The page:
KeyCorp, trying to distinguish itself from other banks, plans to replace its sales brochures with three slick-looking magazines produced by Time Inc.
The venture between the $65 billion-asset KeyCorp and Time follows a pattern of unconventional marketing at the Cleveland-based bank company. KeyCorp is already known for its catchy advertising and aggressive brand- identity program.
Stephen A. Cone, KeyCorp's executive vice president of marketing and strategic planning, called his company's former bank brochures "generic, tired, and predictable." A former American Express executive, he said the new magazines will replace hundreds of "unreadable" brochures that usually ended up being stockpiled in warehouses.
"This is important because we might finally produce something people will read," Mr. Cone said.
Although specific costs and terms of the deal were not released, he said the magazines will be less expensive to produce than the brochures.
The information will be condensed, because "less is more," he said, promising "very readable" magazines. "We're not trying to produce a 40-page book," Mr. Cone said.
For Time, the deal allows it to launch a newly created custom publishing division, a sales- and marketing-driven unit that will produce magazines for businesses trying to spice up their marketing materials.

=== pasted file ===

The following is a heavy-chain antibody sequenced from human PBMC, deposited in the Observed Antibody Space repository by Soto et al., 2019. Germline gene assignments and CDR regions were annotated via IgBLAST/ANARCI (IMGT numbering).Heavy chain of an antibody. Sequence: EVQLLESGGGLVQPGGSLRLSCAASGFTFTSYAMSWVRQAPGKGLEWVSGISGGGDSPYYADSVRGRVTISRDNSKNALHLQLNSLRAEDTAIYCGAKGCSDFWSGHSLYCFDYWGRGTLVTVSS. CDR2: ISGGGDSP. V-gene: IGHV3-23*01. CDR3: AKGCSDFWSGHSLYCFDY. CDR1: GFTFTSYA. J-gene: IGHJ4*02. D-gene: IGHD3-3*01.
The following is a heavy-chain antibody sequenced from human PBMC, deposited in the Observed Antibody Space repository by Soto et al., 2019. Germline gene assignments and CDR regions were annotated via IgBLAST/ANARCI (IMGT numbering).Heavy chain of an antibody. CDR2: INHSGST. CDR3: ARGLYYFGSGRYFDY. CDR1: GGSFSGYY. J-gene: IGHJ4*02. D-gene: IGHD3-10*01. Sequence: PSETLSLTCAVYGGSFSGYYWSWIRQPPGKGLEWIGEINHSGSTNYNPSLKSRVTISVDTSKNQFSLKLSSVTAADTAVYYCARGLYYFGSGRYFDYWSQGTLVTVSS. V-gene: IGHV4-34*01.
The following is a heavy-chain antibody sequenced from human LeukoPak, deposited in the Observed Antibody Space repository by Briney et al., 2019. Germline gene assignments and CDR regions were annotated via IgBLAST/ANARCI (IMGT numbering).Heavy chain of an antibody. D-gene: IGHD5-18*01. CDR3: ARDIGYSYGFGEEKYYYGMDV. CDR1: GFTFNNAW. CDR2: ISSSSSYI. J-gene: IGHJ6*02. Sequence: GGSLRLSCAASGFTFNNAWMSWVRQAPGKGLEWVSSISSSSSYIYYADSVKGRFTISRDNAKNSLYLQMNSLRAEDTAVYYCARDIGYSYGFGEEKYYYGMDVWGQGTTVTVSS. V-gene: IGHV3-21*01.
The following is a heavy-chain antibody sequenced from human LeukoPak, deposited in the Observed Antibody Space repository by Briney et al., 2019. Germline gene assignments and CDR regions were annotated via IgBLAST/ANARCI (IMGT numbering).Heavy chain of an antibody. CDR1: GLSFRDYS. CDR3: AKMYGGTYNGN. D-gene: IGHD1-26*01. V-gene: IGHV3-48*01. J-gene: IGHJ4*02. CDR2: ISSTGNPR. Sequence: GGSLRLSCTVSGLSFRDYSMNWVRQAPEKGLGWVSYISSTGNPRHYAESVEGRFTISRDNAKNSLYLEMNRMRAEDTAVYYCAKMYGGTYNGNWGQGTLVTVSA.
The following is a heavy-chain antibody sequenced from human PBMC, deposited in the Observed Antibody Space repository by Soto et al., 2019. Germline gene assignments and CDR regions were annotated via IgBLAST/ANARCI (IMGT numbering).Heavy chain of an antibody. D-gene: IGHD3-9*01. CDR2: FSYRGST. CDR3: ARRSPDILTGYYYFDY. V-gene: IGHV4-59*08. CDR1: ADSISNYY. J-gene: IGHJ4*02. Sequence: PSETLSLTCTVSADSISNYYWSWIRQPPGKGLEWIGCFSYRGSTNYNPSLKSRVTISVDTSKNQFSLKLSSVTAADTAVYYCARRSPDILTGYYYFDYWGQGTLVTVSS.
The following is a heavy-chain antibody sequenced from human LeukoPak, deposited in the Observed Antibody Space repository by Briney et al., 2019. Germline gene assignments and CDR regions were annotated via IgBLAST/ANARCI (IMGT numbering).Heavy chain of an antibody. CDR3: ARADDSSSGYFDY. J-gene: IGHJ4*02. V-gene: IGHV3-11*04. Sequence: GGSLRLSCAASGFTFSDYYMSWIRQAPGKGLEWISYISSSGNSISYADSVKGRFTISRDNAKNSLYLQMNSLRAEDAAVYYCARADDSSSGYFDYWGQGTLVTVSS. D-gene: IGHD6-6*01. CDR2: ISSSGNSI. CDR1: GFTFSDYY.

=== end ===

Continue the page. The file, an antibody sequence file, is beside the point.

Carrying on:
Peter Costiglio, a Time spokesman, said the 24-page KeyCorp magazines will be printed quarterly, with full and condensed stories that appeared in Time-owned magazines, such as Money, Fortune, Sports Illustrated, Parenting, and the flagship newsweekly.
KeyCorp's magazines will target specific customer segments. Business Vision will cater to small business; Your Rewards will focus on customers aged 50 and older; and Today's Focus will be geared toward younger consumers. A fourth magazine, designed for affluent customers, is planned for early 1997.
KeyCorp said it would print one million copies and would distribute them throughout the company's 1,200 branches.
Still, analysts were skeptical about what the new brochures will deliver.
"The marketing is a refreshing change from what banks have traditionally done," said Lehman Brothers analyst Michael Mayo. "Maybe it will influence other banks. On the other hand, the payouts from these initiatives are farther out. The jury's still out on the longer term."
KeyCorp is not the first banking company that has upgraded its promotional material to attract customers. Large banks such as Bank of Boston Corp., NationsBank Corp., Chase Manhattan Corp., and Wells Fargo & Co. have contracted with small publishers to produce magazines for small business customers.
Four years ago, Boston's BayBanks Inc. mailed 50-page catalogues describing its products and services to more than one million Massachusetts households. Customers interested in products were encouraged to call an "800" number. KeyCorp's new publications feature a similar number.
A spokeswoman for BayBanks, which recently merged with Bank of Boston, said the catalogue has been so popular that it has been updated nearly every year, including a new version mailed in April.
The KeyCorp magazines are different than the BayBanks publications, Mr. Cone said. "Catalogues work," he said, "but they need to be accompanied by timely, reader-friendly material."